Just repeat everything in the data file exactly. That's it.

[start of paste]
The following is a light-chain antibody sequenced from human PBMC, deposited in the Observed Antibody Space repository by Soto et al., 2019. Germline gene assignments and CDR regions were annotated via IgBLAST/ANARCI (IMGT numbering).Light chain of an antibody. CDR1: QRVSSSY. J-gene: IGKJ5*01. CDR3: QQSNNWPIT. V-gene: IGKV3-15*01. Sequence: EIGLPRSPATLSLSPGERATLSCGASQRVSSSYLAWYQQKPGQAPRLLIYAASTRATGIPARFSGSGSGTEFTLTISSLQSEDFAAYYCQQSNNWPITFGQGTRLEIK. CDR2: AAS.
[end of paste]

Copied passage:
The following is a light-chain antibody sequenced from human PBMC, deposited in the Observed Antibody Space repository by Soto et al., 2019. Germline gene assignments and CDR regions were annotated via IgBLAST/ANARCI (IMGT numbering).Light chain of an antibody. CDR1: QRVSSSY. J-gene: IGKJ5*01. CDR3: QQSNNWPIT. V-gene: IGKV3-15*01. Sequence: EIGLPRSPATLSLSPGERATLSCGASQRVSSSYLAWYQQKPGQAPRLLIYAASTRATGIPARFSGSGSGTEFTLTISSLQSEDFAAYYCQQSNNWPITFGQGTRLEIK. CDR2: AAS.